It is not unusual for a child to lie. According to psychologists, lying can be a part of the natural development process of a child, when he/she begins testing limits of life and the consequences of his actions. Moreover, a small kid, who hears and sees stories of the fantasy world, might find it difficult to distinguish between fantasy and reality. However, sometimes, lying can develop into a habit, making your child a compulsive liar. If you do not check the lying habit of your child, it would lead to serious behavioral problems.
Before telling your child the adverse consequences of lying, you should find out why your child lies.
Reasons why children lie
Children largely lie out of fear. If the child is afraid that he has not done something right, and if he says the truth, he will be scolded or punished, he will not tell the truth. By telling a lie, the child tries to protect himself from the wrath of others.
Avoiding unpleasant action
Your child might find certain tasks boring. He might dislike drinking milk or washing his hands. To avoid such boring or unpleasant tasks he might lie.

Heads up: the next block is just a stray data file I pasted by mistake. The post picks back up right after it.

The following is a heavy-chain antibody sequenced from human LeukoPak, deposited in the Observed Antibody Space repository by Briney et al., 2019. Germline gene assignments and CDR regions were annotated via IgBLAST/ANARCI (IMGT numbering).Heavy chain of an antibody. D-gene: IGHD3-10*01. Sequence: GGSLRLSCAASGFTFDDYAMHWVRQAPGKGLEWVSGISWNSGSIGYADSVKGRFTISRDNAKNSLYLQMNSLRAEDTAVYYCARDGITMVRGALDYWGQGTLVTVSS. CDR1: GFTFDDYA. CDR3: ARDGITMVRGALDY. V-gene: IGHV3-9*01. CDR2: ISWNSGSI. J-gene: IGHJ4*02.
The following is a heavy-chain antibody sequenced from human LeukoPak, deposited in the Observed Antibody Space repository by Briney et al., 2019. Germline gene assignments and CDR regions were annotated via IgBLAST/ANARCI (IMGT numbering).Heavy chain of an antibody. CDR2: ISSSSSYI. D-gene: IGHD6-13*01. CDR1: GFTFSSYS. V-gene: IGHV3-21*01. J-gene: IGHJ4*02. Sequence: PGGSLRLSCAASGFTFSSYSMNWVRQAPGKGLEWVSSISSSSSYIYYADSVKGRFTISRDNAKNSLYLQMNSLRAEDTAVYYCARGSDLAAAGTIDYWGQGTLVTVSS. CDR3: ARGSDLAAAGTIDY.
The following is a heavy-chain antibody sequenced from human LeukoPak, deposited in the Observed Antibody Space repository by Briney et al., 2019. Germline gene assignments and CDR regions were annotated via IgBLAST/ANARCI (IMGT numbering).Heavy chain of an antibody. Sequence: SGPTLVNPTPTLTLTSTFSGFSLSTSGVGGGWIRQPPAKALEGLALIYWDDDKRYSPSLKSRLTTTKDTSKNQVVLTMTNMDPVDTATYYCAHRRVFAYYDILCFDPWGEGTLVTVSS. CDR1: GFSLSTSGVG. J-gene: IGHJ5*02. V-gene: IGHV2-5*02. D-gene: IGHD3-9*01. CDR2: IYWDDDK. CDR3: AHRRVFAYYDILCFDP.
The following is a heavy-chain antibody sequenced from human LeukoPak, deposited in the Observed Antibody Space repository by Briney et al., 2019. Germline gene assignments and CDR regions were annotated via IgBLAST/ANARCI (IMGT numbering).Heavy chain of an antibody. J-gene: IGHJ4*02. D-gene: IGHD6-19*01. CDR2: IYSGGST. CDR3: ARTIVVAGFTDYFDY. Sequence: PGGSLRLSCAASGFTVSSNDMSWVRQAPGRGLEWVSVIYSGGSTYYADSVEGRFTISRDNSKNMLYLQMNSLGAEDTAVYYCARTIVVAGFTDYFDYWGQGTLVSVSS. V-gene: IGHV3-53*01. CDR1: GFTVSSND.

Sometimes children consider lying as a tool for getting his parents’ attention. To draw your attention, even when your child is perfectly fit, he might say that he is unwell.
A child suffering from poor self-esteem would lie to his friends about expensive toys and books. He feels that his lies will make others appreciate him.
When parents lie
Children consider their parents as their role models. If they see their parents lying, they will think lying as something natural.
Teach your child honesty
When you discover that your child is lying too much, do not ignore it as a mere childhood menace. At the same time, do not be too harsh with him.
Once you succeed to discover the reasons for your child’s behavior, try to eliminate his fears and false beliefs. However, preaching is something your child will dislike. Instead, discuss with him about the consequences of lying through friendly discussions. Teach your child values of apologizing for a wrong act. However, despite your best efforts if you fail to amend your child’s behavior, seek professional help.